“The only two things that are certain in this world,” my dad was fond of saying, “are death and taxes.”
I’ve been thinking about both lately, but now that tax season is over, I’ve mostly been thinking about death. Not in a macabre, sad or depressing way. Not in a “woe is me” kind of way for having lost both my parents before their 80th birthdays. I’m thinking of my mom, and how she gave us a great gift by dying when she did and the way she did. By dying on her own terms while she was strong, willful, powerful, able, independent, and still able to tell me I was acting like an idiot.
Over the last several weeks, it seems like parental issues have been haunting so many of my friends: a mother who can no longer live alone in another state, a mother and father who live independently but can no longer care for each other, a father suddenly passing, leaving his loving wife with dementia. There is a new story every day. “What am I going to do about my mother?” seems like the most common question that is asked at midlife, hands down beating out “what am I going to do when my last kid leaves the nest?”
None of these stories will have happily-ever-after endings. Elderly parents are the greatest treasures and greatest challenges of midlife. Every story presents a unique set of challenges, and there are no easy answers. No parent wants to become “a burden” to their children, but most of the time that is exactly what happens—at least to some extent. Caring for an elderly parent is often challenging emotionally, physically and financially. It can take years off your own life. It can add strain to even the best of marriages.
But I don’t have any of that stuff any more. My mom and my dad are both dead, and in many ways, although I realize it is politically incorrect to say so, it is very freeing.
“You know, in a way, we’re lucky,” I hesitantly told my brother the other day, “Mom and dad are both dead. We don’t have to worry about caring for them any more. That’s huge.”
“You’re absolutely right,” he agreed, “mom really gave us a gift.”
And quite a gift it was. My father died in 2011 after a long battle with Parkinson’s disease. My mother cared for my father for decades as his illness progressed, while caring for her own elderly mother as well. She knew first hand how difficult it was to be a caretaker, she could see the ravages of a degenerative disease and what it could do not only to the person affected but to their loved ones as well, and she was going to have none of that. Not for her, not for her children.
My mom spent a good half of her life living with a Myelodysplastic Syndrome, a degenerative blood disorder that caused her to destroy her own platelets. For the last several years, in order not to bleed out, she required regular platelet transfusions, which became increasingly frequent. For years, she insisted on driving herself down to Dana Farber Cancer Institute, where she received her platelets and white blood cells, and then she drove herself home. In between treatments, she led a very full life that could be considered active for anyone, at any age.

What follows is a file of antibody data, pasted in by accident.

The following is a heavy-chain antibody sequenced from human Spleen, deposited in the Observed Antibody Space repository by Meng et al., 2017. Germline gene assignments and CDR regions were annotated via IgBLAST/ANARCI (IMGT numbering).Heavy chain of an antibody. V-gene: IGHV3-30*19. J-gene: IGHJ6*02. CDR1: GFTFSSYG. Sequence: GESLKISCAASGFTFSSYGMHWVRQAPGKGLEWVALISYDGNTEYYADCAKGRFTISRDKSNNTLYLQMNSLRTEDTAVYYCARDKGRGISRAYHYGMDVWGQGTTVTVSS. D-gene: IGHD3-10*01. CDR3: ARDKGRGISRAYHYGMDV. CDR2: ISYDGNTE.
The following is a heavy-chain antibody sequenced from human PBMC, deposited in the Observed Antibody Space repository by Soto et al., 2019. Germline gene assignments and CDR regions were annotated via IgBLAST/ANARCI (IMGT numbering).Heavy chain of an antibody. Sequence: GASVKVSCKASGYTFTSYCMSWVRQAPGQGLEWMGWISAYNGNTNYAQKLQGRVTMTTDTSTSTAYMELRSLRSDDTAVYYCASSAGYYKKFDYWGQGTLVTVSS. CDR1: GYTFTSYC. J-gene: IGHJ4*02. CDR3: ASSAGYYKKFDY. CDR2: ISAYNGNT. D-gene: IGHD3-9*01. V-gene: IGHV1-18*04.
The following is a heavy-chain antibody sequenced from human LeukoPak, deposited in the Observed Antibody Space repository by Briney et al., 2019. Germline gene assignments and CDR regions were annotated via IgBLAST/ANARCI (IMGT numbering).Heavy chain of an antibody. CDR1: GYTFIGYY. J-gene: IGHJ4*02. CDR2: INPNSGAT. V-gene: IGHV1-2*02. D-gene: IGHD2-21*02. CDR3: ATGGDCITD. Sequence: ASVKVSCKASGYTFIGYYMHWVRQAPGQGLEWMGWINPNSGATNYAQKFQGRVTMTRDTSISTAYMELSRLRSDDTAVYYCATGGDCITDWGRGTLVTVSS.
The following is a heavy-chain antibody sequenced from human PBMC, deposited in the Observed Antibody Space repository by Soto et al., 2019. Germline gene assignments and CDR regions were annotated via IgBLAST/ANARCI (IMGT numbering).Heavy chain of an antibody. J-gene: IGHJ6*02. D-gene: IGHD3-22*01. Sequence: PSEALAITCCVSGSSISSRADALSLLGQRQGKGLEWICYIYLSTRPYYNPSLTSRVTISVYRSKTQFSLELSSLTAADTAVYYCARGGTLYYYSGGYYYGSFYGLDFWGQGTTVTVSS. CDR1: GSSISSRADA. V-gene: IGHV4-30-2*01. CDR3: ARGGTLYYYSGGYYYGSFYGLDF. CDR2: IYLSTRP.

But by 2014, my mom required transfusions every few days. When she felt she had “no life” according to her own very personal standards, she decided to end treatments. Many of her friends and family felt it was “too soon” and told her so. I did not.
My mom made sure there was a brisket in the freezer and plenty of mandel bread for the shiva. She met with her doctor and informed him of her decision. She told her children and friends. She called hospice and made her own arrangements for hospice care. A few days before she died, she actually drove the hospice worker to Wegman’s (there was no way she was going to allow anyone else to drive) to show her how to pick out the best fresh fish. The night before she died, she yelled at me, “What are you doing here? Don’t you have a husband that needs you? GO HOME!”
And then she died.
My mom was lucky in that the decision that she had “had enough” was in her hands. But she was also exceedingly brave. Nobody wants to be a burden to their kids, but who among us would be brave enough to actually end their life while they still had life to live…before they actually became a burden? I’ve never met anyone else who lived out her convictions to her own death. It was pretty impressive, truth be told.
I want to make it clear that I am not happy my mom is dead. I once wrote a post titled “The Dog is Dead and That’s OK” and since then, if I have learned anything at all, it is that I should never title a post, “My Mom is Dead and That’s OK.” I loved my mom. But if there is a choice between a. having a mother who is not really my mother in any sense of the word who I would no doubt have to care for, or b. having a dead mother, I would opt for the latter. Sorry, but I would. I hope that someday (not too soon), I can give my kids a similar gift.
I think I’ll go out to the cemetery this afternoon and tell her thanks.